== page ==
Jan 20 2015
For reader clarity and continuity, School Board Member Rick Raushenbush’s comment to the recently published opinion of William Blackwell on the voter defeated changes to the high school auditorium are re-published here, along with Blackwell’s response.
Blackwell’s original opinion article:
Six months ago, Piedmont voters defeated the $13.5 bond measure (Measure H) to rejuvenate the school district’s Alan Harvey Theater, a major disappointment to its ardent supporters. In hindsight, the results might have been different if the school district had been more forthright in its communications and thorough in its planning. There was no lack of public outreach. But information and advice provided to the Board and public by the district’s staff, committees, and consultants all too often was incomplete or misleading, resulting in flawed decisions. Among other items, the Board was persuaded to authorize $360,000 for the preparation of design development drawings without waiting for the outcome of the election, a high-risk decision with marginal benefit.
What began in 2005 as a $5.4 million renovation was changed in 2012 into a $9.8 million theater remodel plus a whole new wing, based on a plan volunteered by designer Mark Becker. A 17-member committee supported the expanded program and declared that “Piedmont High School should be thought of as a performing arts high school”, meaning that performing arts would become the academic focus.
The new wing included a corridor with wheel-chair access to the auditorium, an elaborate instructional classroom, and improved backstage facilities. The balance of the project consisted of remodeling the existing theater. In all of the district communications, there is not a single meeting note, resolution, letter, or ballot measure statement that informed anyone that seating capacity would be reduced from 500 to 320 seats, a loss of 180 seats. This meant three school assemblies instead of two would be required for student body presentations and a smaller audience capacity for theatrical productions.
About 50 good seats were necessarily lost in providing a cross-aisle for wheel-chair access, but over 100 were lost in changing from “continental” (no center aisles) to conventional seating and in moving the control room into the auditorium instead of in a loft above the lobby. Forty-five temporary seats would have been above the orchestra pit with very poor sight lines. A smaller audience capacity would have resulted in loss in rental revenue, which partially offsets the cost of theater management and other operating expenses.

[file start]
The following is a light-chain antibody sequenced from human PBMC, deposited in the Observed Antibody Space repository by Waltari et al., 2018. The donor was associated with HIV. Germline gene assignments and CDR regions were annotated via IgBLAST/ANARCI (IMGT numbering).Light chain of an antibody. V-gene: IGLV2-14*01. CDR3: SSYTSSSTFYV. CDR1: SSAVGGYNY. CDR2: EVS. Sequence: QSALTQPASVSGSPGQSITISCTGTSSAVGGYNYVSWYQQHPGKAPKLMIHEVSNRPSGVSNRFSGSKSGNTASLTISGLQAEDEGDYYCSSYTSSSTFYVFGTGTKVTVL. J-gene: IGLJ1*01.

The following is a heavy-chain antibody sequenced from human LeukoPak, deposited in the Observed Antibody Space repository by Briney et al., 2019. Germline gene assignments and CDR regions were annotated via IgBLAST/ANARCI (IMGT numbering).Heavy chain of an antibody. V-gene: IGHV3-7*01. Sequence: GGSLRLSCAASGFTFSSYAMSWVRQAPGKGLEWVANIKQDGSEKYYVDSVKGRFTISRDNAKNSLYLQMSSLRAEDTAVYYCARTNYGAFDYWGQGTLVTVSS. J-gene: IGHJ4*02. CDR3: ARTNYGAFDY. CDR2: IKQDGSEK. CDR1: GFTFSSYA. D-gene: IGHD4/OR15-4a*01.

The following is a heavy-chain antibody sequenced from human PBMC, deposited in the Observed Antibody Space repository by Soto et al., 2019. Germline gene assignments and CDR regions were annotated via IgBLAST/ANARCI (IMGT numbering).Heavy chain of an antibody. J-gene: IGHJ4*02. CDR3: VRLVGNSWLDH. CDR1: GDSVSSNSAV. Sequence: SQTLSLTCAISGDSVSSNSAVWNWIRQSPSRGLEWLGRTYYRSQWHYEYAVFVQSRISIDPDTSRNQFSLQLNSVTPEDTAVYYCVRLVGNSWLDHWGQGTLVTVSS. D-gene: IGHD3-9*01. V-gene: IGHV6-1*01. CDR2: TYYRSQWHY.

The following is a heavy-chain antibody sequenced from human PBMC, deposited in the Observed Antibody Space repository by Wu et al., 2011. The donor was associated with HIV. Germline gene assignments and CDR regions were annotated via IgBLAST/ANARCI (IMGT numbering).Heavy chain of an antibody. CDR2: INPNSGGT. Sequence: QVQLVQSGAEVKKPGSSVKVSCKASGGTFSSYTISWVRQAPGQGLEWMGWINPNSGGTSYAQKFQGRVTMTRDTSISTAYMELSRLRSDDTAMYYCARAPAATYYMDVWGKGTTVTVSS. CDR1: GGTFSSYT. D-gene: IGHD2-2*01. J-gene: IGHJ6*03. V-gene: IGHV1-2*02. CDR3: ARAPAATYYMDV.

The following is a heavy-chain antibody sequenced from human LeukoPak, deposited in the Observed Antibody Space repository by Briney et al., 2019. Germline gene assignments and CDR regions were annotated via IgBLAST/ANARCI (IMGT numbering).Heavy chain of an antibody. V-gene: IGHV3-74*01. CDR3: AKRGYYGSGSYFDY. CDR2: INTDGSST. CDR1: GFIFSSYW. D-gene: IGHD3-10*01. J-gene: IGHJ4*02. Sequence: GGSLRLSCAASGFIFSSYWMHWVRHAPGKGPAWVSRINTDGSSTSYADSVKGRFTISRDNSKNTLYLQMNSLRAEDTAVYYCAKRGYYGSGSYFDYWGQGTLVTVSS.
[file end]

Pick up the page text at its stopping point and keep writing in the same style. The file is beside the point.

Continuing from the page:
Curiously, the program committee did not mention improvement in acoustics (nor did the ballot measure), but the theater consultant in an appendix suggested adjustable acoustic draperies for the glass windows. The consultant did not, however, recommend the installation of plastic “clouds” in the ceiling as shown in the architect’s illustrations. No concern was expressed for the destruction of architectural symmetry in the auditorium or in the 50% loss in the windows that provide daylight when the curtains are open.
The district implied that the theater could not continue in use if the bond measure failed. Although it is not wheel chair accessible, the theater can legally continue in use as long as the community is willing to tolerate its various deficiencies, many of which are matters of deferred maintenance, such as the leaking roof. If the theater were unsafe, it would have been shut down.
Many voters were concerned about the cost of the project. District staff, aided by consultants, added essential items such as fees and contingencies to the original estimate of $9.8 million ($560 per square foot) and arrived at a total budget of $14.5 million. When the cost of debt service is added, the total project cost came to over $20 million —about $1,200 per square foot. Cost comparisons made with three other school theater “renovation” projects were virtually meaningless because the other theaters had twice the seating capacity and very different scopes of work.
Vila Construction’s construction cost estimate, incidentally, was 15% lower than the architect’s estimate. Had the Vila estimate been used, the bond measure would have been $11.5 million rather than $13.5 million. The “hybrid” bond option chosen by the Board deferred payment on the principal for six years in order to reduce the immediate impact on taxpayers, but added over one million dollars to the debt service.
It would have behooved the district at the outset to establish a project schedule that started construction promptly at the end of a school year, rather than in the middle. This would have allowed two full summer months for site preparation and demolition in good weather with minimum disruption to campus activity. Rental of interim theater and classroom facilities would then have been during one school year rather than portions of two years.
There is no pleasure in calling attention to these missteps. However, the needless loss in time, money and human energy over a two-year period cannot be ignored. The next election in November 2016 gives the district ample time to review its internal procedures and take corrective steps. The district has everything to be gained by thorough planning and full disclosure of issues to a generous, involved, and supportive parent community.
William Blackwell – Piedmont Resident and Retired Architect
Comment by School Board Member Rick Raushenbush in response to Blackwell’s opinion:
While the Alan Harvey bond measure failed to garner sufficient support, it is past time for those who attacked it to stop making inaccurate attacks. The School Board has embarked on a year-long effort to ascertain what the community wants and is willing to support in the Piedmont schools. There will be plent of opportunity for everyone to provide their thoughts.
Mr. Blackwell’s opinion is inaccurate (or, in his terms, fails to provide “full disclosure”) in the following respects, among others:
(1) The Board authorized spending $360,000 on design drawings only after having guarantees of more than that in donations for Alan Harvey. The District ultimately received $560,000 in donations, which are and will be used to make interim repairs in Alan Harvey to extend its life a bit longer. Not only did the District gain in donations more than it spent (no loss at all), if the bond had been approved, the design drawings would have expedited completion of the work significantly (the hoped for benefit). This issue has been discussed and disclosed repeatedly–including before and after the decision to proceed with design drawings.